• Martin F.

      Terrific post, sir.

      • eurovicious

        Thanks Martin 🙂

        • I keep coming back to this song, but sand artist aside, I think Ukraine 2011 is a great example of polish overriding actual song quality. it’s a good thing to have in mind as it helps to predict potential over-performance of a song. For this year, Austria and Russia spring to mind as potentially polished songs which could appear to have more quality than they actually do with the right vocal mix and presentation.

          • eurovicious

            I agree Panos, and that argument applies to Gravity even more. They can polish the turd all they want, but musically it’s far inferior than the 2011 song, which I didn’t think was by any means bad but wasn’t a standout number.

          • Ben Gray

            Ukraine 2011 might not have been a particularly good song, and once again, sand artist aside, I have to say that in between those mesmerising moments, I was blown away by Mika’s vocal performance. Girl’s got some pipes!

    • sonovox

      ‘Packaging’ and ‘artistic merit’ aren’t separate categories, however much we might like to pretend otherwise. Songs don’t somehow exist independently of their presentation. I’m not sure exactly what the cause for concern should be here.

      Interesting take on the Scandinavian bloc. I have similar reservations about Norway, though for me it’s the best song this year by a country mile. I dislike Denmark but find it very credible as a default winner. Try as I might, I can only find twaddle in the Swedish song, and I can’t even find the Icelandic song amid all the twaddle. With all this earnestness about, Finland offers welcome fresh air. It’s undeniably lightweight, but I’m buying it anyway.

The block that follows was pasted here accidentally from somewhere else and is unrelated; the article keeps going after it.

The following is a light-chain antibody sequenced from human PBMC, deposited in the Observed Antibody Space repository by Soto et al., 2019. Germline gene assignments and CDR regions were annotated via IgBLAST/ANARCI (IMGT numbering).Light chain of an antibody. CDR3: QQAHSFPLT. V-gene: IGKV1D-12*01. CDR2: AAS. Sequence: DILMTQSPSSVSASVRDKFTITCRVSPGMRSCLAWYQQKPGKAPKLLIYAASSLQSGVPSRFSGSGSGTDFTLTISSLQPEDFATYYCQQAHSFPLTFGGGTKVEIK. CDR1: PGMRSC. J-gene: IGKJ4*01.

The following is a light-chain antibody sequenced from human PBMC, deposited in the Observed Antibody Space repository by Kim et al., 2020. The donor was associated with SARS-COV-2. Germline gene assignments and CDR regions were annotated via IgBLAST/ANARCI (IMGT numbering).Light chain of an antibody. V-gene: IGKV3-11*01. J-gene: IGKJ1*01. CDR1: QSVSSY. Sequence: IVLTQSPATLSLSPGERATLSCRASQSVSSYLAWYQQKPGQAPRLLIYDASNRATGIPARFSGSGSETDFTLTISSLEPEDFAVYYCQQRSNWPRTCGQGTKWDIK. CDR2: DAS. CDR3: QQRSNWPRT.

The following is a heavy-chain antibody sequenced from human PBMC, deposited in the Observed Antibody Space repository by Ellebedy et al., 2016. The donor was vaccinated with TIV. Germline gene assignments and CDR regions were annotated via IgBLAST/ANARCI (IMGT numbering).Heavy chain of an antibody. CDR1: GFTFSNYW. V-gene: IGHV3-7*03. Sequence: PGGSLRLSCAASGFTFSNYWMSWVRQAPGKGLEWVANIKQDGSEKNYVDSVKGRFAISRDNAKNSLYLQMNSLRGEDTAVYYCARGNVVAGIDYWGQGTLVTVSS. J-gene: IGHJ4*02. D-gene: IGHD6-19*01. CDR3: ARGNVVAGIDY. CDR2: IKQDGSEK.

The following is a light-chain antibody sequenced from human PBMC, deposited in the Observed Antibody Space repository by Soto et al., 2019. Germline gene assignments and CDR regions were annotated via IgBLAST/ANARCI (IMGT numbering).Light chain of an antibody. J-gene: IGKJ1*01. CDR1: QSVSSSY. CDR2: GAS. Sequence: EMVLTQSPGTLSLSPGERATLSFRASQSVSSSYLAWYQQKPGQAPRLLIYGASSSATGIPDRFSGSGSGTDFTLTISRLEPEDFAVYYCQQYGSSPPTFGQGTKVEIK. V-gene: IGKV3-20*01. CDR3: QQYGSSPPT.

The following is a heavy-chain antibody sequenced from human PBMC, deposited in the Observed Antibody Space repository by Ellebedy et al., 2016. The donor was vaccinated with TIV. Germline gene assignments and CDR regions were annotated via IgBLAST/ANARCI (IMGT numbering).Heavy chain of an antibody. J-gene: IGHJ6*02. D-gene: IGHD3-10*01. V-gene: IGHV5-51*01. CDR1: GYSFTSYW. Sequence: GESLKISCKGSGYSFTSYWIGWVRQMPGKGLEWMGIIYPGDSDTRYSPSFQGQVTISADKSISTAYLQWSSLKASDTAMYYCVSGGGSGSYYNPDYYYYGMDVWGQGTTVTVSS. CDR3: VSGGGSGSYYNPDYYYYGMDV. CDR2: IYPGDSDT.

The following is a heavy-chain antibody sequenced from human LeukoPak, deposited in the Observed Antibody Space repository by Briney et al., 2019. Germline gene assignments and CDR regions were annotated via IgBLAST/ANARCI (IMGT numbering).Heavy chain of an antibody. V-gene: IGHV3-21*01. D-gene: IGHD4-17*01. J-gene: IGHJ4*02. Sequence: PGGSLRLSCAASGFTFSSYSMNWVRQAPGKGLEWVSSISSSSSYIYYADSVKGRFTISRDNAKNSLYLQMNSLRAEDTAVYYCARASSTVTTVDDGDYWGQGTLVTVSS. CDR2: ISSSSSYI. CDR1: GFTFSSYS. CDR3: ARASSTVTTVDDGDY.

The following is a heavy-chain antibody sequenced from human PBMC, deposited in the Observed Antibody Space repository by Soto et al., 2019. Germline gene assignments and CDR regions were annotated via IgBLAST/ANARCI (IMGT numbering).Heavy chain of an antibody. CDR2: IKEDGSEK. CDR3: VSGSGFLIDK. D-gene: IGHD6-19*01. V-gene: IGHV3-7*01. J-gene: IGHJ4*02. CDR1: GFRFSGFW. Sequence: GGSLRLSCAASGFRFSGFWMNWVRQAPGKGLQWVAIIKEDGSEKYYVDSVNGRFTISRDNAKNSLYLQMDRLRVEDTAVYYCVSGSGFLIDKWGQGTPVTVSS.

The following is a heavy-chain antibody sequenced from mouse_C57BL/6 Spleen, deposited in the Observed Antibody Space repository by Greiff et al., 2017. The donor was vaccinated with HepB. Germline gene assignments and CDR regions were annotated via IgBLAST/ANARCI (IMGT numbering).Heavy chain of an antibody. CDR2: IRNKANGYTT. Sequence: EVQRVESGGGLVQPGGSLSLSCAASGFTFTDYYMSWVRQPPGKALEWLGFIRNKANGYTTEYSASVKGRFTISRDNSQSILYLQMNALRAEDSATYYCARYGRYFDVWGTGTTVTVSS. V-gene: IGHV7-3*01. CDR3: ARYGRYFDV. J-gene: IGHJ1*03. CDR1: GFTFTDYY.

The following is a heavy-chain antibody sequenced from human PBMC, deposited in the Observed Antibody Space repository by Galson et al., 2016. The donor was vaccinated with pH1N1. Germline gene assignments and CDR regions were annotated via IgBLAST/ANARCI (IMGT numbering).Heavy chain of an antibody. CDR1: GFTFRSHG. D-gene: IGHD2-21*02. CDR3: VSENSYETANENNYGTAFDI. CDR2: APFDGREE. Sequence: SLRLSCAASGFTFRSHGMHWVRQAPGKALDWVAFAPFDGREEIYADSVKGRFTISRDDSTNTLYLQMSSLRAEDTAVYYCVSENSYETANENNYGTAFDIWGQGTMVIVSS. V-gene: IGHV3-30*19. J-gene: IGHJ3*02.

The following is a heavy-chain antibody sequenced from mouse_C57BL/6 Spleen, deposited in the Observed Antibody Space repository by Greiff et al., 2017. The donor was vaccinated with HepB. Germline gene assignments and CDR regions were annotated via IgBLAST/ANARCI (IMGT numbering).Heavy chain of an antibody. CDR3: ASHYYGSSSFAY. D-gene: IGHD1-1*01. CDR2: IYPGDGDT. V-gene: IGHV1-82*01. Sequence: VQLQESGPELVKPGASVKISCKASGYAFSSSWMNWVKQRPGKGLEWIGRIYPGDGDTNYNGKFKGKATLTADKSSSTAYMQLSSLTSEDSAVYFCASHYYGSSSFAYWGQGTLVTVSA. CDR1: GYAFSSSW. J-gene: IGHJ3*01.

• Alexander S.

    It is a linguistic matter. What you mean by “strong” is obviously competitive or open. I can agree with that. But for me semi 1 is much stronger because it has more quality entries, while semi 2 has lots of kitsch and crap (imo). Most of my favourites come from semi 1.
    Also, I’m not sure the theory about songs doing well in the semis bound to repeat the same in the final is a well-structured one. Not only do different televoters vote between Tuesday and Saturday, but the juries pretend they have just landed from Mars and change their own rankings dramatically (Lithuania 2011 – semi and final!!). We already had at least 3 occasions in which the overalj winners did not win their semis, that is highly indicative of how we should treat the shows – rather separately.

    • eurovicious

      The key to doing this is to try and view songs as objectively as possible in terms of their potential within the context of the contest. You say most of your favourites are from SF1 – so are mine (the second half) but that’s irrelevant; if we’re talking about “strength” on this site, it’s dispassionate and in terms of potential success, and I agree with Daniel that SF2 is stronger, as it was last year and (funnily enough) often is.